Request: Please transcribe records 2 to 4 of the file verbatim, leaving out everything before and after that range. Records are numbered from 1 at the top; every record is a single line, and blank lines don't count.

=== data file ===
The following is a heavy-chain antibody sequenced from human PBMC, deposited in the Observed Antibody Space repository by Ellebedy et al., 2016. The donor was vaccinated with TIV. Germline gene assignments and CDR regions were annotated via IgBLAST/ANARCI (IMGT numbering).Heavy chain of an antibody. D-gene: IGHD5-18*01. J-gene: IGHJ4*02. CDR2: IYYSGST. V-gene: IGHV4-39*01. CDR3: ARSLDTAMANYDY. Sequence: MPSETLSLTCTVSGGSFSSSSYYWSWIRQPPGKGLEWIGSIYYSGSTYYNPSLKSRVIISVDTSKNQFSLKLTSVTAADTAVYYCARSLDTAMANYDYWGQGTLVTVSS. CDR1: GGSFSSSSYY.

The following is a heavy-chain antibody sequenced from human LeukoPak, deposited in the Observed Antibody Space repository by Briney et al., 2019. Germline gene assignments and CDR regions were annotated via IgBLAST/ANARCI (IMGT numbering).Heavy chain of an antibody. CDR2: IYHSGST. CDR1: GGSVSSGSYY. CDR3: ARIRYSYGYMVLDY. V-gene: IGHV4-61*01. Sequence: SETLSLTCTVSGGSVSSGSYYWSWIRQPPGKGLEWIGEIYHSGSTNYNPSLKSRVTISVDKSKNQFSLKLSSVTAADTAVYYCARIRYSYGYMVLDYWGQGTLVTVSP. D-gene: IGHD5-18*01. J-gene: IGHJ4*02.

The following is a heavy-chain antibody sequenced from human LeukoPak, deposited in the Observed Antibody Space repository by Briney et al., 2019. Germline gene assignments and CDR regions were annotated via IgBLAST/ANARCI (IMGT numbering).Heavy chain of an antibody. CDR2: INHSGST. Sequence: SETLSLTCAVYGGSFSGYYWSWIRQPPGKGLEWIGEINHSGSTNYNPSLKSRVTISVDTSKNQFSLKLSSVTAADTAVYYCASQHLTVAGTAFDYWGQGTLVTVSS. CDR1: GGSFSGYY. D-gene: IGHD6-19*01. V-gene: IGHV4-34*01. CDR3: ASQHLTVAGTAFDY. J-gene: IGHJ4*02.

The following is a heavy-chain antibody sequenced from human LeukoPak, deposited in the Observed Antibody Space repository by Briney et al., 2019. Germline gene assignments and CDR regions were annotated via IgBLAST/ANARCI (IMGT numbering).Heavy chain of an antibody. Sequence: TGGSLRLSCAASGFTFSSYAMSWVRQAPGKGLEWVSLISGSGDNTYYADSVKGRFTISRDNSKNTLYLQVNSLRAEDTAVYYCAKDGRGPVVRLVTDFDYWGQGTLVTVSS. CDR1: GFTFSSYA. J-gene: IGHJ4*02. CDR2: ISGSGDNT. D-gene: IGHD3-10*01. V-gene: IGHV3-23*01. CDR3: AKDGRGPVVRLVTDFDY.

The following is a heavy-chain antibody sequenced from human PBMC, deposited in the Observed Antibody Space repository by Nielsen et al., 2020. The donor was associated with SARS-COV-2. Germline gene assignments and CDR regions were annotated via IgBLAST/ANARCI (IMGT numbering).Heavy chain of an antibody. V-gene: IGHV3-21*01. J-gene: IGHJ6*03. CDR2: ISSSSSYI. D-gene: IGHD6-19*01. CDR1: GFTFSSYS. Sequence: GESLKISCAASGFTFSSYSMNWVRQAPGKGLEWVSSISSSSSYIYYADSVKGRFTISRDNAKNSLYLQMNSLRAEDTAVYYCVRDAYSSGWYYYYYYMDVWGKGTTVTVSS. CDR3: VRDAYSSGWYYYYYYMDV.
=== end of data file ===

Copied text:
The following is a heavy-chain antibody sequenced from human LeukoPak, deposited in the Observed Antibody Space repository by Briney et al., 2019. Germline gene assignments and CDR regions were annotated via IgBLAST/ANARCI (IMGT numbering).Heavy chain of an antibody. CDR2: IYHSGST. CDR1: GGSVSSGSYY. CDR3: ARIRYSYGYMVLDY. V-gene: IGHV4-61*01. Sequence: SETLSLTCTVSGGSVSSGSYYWSWIRQPPGKGLEWIGEIYHSGSTNYNPSLKSRVTISVDKSKNQFSLKLSSVTAADTAVYYCARIRYSYGYMVLDYWGQGTLVTVSP. D-gene: IGHD5-18*01. J-gene: IGHJ4*02.

The following is a heavy-chain antibody sequenced from human LeukoPak, deposited in the Observed Antibody Space repository by Briney et al., 2019. Germline gene assignments and CDR regions were annotated via IgBLAST/ANARCI (IMGT numbering).Heavy chain of an antibody. CDR2: INHSGST. Sequence: SETLSLTCAVYGGSFSGYYWSWIRQPPGKGLEWIGEINHSGSTNYNPSLKSRVTISVDTSKNQFSLKLSSVTAADTAVYYCASQHLTVAGTAFDYWGQGTLVTVSS. CDR1: GGSFSGYY. D-gene: IGHD6-19*01. V-gene: IGHV4-34*01. CDR3: ASQHLTVAGTAFDY. J-gene: IGHJ4*02.

The following is a heavy-chain antibody sequenced from human LeukoPak, deposited in the Observed Antibody Space repository by Briney et al., 2019. Germline gene assignments and CDR regions were annotated via IgBLAST/ANARCI (IMGT numbering).Heavy chain of an antibody. Sequence: TGGSLRLSCAASGFTFSSYAMSWVRQAPGKGLEWVSLISGSGDNTYYADSVKGRFTISRDNSKNTLYLQVNSLRAEDTAVYYCAKDGRGPVVRLVTDFDYWGQGTLVTVSS. CDR1: GFTFSSYA. J-gene: IGHJ4*02. CDR2: ISGSGDNT. D-gene: IGHD3-10*01. V-gene: IGHV3-23*01. CDR3: AKDGRGPVVRLVTDFDY.